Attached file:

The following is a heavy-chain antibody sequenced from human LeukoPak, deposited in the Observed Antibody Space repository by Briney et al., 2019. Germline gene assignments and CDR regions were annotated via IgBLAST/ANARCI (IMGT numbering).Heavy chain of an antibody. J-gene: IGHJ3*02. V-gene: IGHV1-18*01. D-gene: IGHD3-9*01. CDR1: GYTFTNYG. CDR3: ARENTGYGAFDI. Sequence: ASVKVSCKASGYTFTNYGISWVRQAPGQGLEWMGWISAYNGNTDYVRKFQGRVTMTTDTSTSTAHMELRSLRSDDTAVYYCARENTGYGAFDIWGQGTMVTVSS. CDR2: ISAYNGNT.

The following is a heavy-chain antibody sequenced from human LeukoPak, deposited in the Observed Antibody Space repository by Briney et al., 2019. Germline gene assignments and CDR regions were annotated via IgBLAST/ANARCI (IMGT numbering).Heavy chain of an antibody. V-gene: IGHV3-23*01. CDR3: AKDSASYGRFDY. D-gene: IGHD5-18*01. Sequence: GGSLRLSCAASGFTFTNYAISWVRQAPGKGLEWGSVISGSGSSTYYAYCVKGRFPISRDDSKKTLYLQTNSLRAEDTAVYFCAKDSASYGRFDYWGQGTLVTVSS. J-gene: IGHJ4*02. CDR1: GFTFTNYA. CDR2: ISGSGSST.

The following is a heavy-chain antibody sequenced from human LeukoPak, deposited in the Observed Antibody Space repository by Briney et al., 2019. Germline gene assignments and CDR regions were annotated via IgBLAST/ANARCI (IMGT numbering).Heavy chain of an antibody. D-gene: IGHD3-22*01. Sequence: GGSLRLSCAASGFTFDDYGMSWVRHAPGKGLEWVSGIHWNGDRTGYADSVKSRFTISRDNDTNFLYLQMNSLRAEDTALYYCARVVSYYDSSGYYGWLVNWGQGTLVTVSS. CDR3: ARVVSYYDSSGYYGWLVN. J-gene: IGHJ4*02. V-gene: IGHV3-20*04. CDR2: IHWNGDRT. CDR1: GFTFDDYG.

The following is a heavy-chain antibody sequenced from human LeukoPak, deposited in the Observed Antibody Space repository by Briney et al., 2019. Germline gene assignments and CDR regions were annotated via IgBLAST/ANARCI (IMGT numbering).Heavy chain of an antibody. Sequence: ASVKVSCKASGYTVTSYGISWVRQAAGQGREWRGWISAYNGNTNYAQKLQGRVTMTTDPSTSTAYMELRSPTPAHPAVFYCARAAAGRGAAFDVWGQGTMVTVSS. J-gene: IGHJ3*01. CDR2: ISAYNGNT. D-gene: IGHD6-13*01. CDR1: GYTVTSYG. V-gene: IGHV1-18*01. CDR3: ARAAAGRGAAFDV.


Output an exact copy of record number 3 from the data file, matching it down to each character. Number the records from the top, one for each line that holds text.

The following is a heavy-chain antibody sequenced from human LeukoPak, deposited in the Observed Antibody Space repository by Briney et al., 2019. Germline gene assignments and CDR regions were annotated via IgBLAST/ANARCI (IMGT numbering).Heavy chain of an antibody. D-gene: IGHD3-22*01. Sequence: GGSLRLSCAASGFTFDDYGMSWVRHAPGKGLEWVSGIHWNGDRTGYADSVKSRFTISRDNDTNFLYLQMNSLRAEDTALYYCARVVSYYDSSGYYGWLVNWGQGTLVTVSS. CDR3: ARVVSYYDSSGYYGWLVN. J-gene: IGHJ4*02. V-gene: IGHV3-20*04. CDR2: IHWNGDRT. CDR1: GFTFDDYG.